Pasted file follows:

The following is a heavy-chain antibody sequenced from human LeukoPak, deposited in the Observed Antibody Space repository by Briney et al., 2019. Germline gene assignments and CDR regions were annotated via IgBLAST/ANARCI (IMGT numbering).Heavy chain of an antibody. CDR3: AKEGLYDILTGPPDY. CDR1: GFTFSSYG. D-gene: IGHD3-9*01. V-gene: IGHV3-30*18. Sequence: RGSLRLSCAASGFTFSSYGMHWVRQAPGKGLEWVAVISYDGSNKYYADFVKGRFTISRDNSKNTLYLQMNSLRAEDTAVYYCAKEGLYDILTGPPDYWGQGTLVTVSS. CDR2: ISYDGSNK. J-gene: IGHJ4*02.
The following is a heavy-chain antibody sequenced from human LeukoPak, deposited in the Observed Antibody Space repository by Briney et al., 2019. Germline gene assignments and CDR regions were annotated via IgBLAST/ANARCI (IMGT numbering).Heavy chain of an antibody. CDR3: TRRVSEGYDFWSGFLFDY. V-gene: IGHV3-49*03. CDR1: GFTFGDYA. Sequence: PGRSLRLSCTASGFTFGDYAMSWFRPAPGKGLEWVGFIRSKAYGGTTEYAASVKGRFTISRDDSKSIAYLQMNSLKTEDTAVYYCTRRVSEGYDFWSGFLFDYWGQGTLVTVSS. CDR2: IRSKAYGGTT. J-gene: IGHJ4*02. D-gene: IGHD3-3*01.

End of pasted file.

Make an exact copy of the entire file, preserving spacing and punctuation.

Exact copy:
The following is a heavy-chain antibody sequenced from human LeukoPak, deposited in the Observed Antibody Space repository by Briney et al., 2019. Germline gene assignments and CDR regions were annotated via IgBLAST/ANARCI (IMGT numbering).Heavy chain of an antibody. CDR3: AKEGLYDILTGPPDY. CDR1: GFTFSSYG. D-gene: IGHD3-9*01. V-gene: IGHV3-30*18. Sequence: RGSLRLSCAASGFTFSSYGMHWVRQAPGKGLEWVAVISYDGSNKYYADFVKGRFTISRDNSKNTLYLQMNSLRAEDTAVYYCAKEGLYDILTGPPDYWGQGTLVTVSS. CDR2: ISYDGSNK. J-gene: IGHJ4*02.
The following is a heavy-chain antibody sequenced from human LeukoPak, deposited in the Observed Antibody Space repository by Briney et al., 2019. Germline gene assignments and CDR regions were annotated via IgBLAST/ANARCI (IMGT numbering).Heavy chain of an antibody. CDR3: TRRVSEGYDFWSGFLFDY. V-gene: IGHV3-49*03. CDR1: GFTFGDYA. Sequence: PGRSLRLSCTASGFTFGDYAMSWFRPAPGKGLEWVGFIRSKAYGGTTEYAASVKGRFTISRDDSKSIAYLQMNSLKTEDTAVYYCTRRVSEGYDFWSGFLFDYWGQGTLVTVSS. CDR2: IRSKAYGGTT. J-gene: IGHJ4*02. D-gene: IGHD3-3*01.